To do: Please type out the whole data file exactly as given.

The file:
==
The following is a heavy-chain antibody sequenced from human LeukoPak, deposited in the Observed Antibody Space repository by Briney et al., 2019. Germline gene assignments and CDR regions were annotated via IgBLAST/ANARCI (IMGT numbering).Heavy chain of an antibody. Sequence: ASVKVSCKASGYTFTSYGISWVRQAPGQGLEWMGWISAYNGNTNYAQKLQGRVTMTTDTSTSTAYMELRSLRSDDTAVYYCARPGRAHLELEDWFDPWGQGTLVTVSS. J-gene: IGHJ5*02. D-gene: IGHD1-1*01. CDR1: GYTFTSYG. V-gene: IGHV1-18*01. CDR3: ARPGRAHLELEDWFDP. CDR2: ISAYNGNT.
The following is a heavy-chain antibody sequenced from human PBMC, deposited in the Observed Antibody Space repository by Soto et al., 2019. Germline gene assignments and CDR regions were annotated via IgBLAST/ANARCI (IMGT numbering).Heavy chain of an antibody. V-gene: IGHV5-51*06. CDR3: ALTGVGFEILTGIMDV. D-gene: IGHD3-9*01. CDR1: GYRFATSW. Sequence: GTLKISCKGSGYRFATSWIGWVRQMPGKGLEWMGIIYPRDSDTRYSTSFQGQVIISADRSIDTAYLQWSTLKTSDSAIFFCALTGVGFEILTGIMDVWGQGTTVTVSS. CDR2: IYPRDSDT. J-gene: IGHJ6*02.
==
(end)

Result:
The following is a heavy-chain antibody sequenced from human LeukoPak, deposited in the Observed Antibody Space repository by Briney et al., 2019. Germline gene assignments and CDR regions were annotated via IgBLAST/ANARCI (IMGT numbering).Heavy chain of an antibody. Sequence: ASVKVSCKASGYTFTSYGISWVRQAPGQGLEWMGWISAYNGNTNYAQKLQGRVTMTTDTSTSTAYMELRSLRSDDTAVYYCARPGRAHLELEDWFDPWGQGTLVTVSS. J-gene: IGHJ5*02. D-gene: IGHD1-1*01. CDR1: GYTFTSYG. V-gene: IGHV1-18*01. CDR3: ARPGRAHLELEDWFDP. CDR2: ISAYNGNT.
The following is a heavy-chain antibody sequenced from human PBMC, deposited in the Observed Antibody Space repository by Soto et al., 2019. Germline gene assignments and CDR regions were annotated via IgBLAST/ANARCI (IMGT numbering).Heavy chain of an antibody. V-gene: IGHV5-51*06. CDR3: ALTGVGFEILTGIMDV. D-gene: IGHD3-9*01. CDR1: GYRFATSW. Sequence: GTLKISCKGSGYRFATSWIGWVRQMPGKGLEWMGIIYPRDSDTRYSTSFQGQVIISADRSIDTAYLQWSTLKTSDSAIFFCALTGVGFEILTGIMDVWGQGTTVTVSS. CDR2: IYPRDSDT. J-gene: IGHJ6*02.